The Federal Inland Revenue Service (FIRS) has called on foreign companies in the aviation and maritime industries, who had lifted cargoes out of Nigeria without paying taxes to voluntarily regularise their tax standing.
The executive chairman, Muhammad Nami, made this call on Thursday stated that the maritime and aviation industries have not yielded the expected revenue to the Federation’s purse over the years.
Nami who delivered an address at the Pedabo Thought Leadership Breakfast Session focused on tax issues and the impact on development in the maritime and aviation industry, held in Lagos State, said that a major reason for the poor yield was the failure of foreign companies lifting cargoes to pay tax.
“The low tax revenue performance of the two industries can be attributed to many factors, chief of which is the failure of foreign companies lifting cargoes (particularly, crude oil) to pay tax. This is contrary to the provisions of the extant tax laws. The revenue leakage from these non-compliant companies is very huge.
“Tax authorities are unable to police these foreign companies because the transportation contracts are executed outside Nigeria and the tax authorities do not have the lifting schedules of the vessels ahead of their arrival in Nigeria.
“Let me use this opportunity to invite all foreign companies that have lifted cargoes (including crude oil) out of Nigeria without paying tax in line with extant law to voluntarily come forward to regularise their tax positions. Those who would wait for FIRS’ audit before doing the right thing may find the taste very unsavoury.” He stated.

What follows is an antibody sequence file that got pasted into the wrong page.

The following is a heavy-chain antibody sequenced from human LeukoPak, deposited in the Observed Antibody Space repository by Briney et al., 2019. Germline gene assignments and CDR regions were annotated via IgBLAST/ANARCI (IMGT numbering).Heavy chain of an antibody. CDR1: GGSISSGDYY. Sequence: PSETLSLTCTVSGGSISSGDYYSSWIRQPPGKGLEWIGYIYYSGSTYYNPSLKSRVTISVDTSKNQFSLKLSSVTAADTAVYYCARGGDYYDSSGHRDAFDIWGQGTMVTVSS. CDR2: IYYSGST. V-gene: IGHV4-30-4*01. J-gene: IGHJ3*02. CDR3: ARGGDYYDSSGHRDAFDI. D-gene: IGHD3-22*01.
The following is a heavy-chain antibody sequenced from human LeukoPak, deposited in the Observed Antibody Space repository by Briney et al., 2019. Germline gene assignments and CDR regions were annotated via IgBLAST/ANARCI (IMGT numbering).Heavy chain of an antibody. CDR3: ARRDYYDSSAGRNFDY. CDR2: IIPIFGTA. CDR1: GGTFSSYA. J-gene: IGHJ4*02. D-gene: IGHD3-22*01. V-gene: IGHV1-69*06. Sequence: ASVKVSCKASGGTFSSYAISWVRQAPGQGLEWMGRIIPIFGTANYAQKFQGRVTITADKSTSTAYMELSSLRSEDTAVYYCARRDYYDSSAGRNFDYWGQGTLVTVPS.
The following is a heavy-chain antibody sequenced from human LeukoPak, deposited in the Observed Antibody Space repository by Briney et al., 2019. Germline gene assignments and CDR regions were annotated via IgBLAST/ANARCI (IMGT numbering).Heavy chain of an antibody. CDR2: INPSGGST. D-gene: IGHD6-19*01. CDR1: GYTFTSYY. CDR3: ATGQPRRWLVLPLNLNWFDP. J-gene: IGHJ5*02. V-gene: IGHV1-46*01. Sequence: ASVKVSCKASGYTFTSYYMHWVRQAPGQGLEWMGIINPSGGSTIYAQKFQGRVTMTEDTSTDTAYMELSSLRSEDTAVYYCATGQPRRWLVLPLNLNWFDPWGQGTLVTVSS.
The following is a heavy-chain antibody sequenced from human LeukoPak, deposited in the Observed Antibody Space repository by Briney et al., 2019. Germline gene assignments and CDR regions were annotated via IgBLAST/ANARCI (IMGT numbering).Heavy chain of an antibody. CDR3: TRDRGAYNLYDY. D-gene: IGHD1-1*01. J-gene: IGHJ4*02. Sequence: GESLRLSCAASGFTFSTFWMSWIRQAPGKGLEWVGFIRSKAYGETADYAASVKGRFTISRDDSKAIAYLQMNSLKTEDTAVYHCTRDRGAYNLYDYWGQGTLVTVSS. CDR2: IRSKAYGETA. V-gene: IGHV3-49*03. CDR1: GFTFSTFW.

Speaking further, Nami said that governments’ existence and socio-economic development across the world today is defined by tax; as taxation has gone beyond a mere tool for raising revenue or a mere civil obligation of citizens.
He further disclosed that the Agency’s plan to launch a tax audit exercise on operators in the maritime and aviation industries adding that “Back-end pre-audit activities, in collaboration with regulatory authorities in the industries, are at advanced stages.
“The whole world is engulfed in a tax war. In days ancient, nations went to war to capture land for its inherent natural resources. Today’s war is about tax. The inability of the Inclusive Framework to reach a consensus on the tax questions around the digitalised economy is a clear testimony that tax is the new “resource” for which people go to war.